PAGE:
Indeed, for more than 20 years, digital advertising has been bought and sold based on CPMs. By definition, then, this universal digital currency values the number of impressions served rather than audience time and engagement, and the digital media economy has developed accordingly. Publishers are rewarded for quantity and scale—not the quality—of ad units.

Low CPMs and poor user experience

In 2011, according to an article on Adobe’s Digital Marketing Blog, CPMs declined a jaw-dropping 31 percent year over year, despite a corresponding 271 percent increase in the number of impressions served. “The key driver for CPM declines appears to be a wider play for less expensive inventory,” the author noted.

As CPMs for display ads decreased over time, publishers had to achieve scale to deliver enough impressions to preserve monetization across their digital channels, and media buyers and traders had to buy more impressions to spend their clients’ budgets. It’s easy to see how clickbait, ad farms, pops and other low-quality tactics thrived on the internet. These business models were rewarded, even as the user experience was degraded.

It’s also easy to see why consumers adopt ad blockers to avoid the barrage of unwanted ads. Or why they turn to their Facebook News Feeds to consume their preferred media in an environment designed to balance curated information with relevant marketer messages. In addition to this engaged audience, Facebook offers another critical advantage to marketers: It only charges for ads that scroll into view.

Until now, marketers have faced a stark choice: Spend their advertising budgets on Facebook, with the guarantee their ads would be viewed, or use programmatic on the open internet where perhaps half of those units are viewable.

The need for viewabiity standards

Brands and agencies are rightfully demanding viewability standards on the open internet. But most technology has not yet caught up. As eMarketer reported last year, many media agencies don’t even have line items in their systems to support anything other than CPM-based media buys. This leads to a manual reconciliation process, which adds one more task to a media trader’s already long list of tedious to-dos.

Technology companies that support a free and open internet have an opportunity to meet and exceed these marketer demands. For the past three years, AppNexus has been investing in machine learning-driven technology to help traders buy on a 100-percent-viewable basis, even when publishers are still defaulting to sell on CPMs. On each impression, AppNexus automatically predicts the likelihood of a view and pays the publisher per impression based on that prediction. The buyer only pays for impressions that are viewable.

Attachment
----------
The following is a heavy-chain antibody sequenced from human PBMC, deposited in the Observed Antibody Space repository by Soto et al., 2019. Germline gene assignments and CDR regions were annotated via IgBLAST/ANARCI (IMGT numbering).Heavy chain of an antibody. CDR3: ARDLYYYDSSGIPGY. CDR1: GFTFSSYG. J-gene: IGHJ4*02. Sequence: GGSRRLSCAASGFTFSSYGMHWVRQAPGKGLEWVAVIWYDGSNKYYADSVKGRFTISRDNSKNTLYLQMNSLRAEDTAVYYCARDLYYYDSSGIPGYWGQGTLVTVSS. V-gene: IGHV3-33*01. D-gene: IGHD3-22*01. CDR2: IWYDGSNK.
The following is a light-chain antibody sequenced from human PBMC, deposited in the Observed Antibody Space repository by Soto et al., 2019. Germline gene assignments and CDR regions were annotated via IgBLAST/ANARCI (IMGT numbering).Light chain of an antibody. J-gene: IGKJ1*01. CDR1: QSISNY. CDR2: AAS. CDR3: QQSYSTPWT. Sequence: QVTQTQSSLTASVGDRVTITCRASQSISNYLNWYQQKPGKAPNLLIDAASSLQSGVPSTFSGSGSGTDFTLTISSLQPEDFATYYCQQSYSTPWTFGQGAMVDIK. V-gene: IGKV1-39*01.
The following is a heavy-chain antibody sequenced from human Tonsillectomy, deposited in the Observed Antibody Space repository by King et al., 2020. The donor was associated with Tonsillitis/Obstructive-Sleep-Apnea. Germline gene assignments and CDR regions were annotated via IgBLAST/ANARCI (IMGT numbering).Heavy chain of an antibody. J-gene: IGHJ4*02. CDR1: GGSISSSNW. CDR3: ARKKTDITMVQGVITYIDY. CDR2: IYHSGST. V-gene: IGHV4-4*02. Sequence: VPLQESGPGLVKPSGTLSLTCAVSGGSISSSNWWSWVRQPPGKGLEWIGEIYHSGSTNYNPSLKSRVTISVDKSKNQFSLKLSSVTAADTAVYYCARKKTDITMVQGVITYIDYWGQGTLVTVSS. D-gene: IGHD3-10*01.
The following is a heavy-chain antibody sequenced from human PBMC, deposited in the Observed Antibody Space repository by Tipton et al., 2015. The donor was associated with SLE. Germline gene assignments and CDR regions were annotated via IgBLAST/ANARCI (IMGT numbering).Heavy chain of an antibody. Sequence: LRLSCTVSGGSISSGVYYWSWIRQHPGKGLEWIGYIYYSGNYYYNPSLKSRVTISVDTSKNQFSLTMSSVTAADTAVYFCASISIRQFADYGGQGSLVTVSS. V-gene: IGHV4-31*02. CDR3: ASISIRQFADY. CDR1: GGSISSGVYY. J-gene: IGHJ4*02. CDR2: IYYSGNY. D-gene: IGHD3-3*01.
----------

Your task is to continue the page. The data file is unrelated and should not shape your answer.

Outcomes-based buying

Meeting the viewability standard is just the first step in achieving better economic incentives and measurement for digital ad effectiveness. The future will bring additional outcomes-based buying solutions that allow marketers and agencies to buy on the basis of tangible and verifiable results like video completion.

Automated outcomes-based buying will enable media traders to spend their time gaining a competitive advantage for their clients. Indeed, there is no one-size-fits-all strategy or metric for user engagement. Attention and engagement differ across channels (desktop, mobile) and formats (display, video, audio, native). Traders’ roles, in turn, will shift to delivering strategic outcomes as opposed to blanket impressions.

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Ad Industry Unites for First European Viewability Standard

The European ad industry has published its first set of viewability principles as it works to create a standards framework that it hopes will become the benchmark online. The new European-wide framework aims to help reduce discrepancies, as currently different platforms and different agencies have their own standards.

The European Viewability Steering Group, set up by the IAB Europe, WFA and European Association of Communications Agencies, aims to provide a “quality benchmark” that should improve the accuracy and consistency of measuring viewable impressions. It is now looking for suitable auditors to ensure its principles are being met.

download your copy of new standards here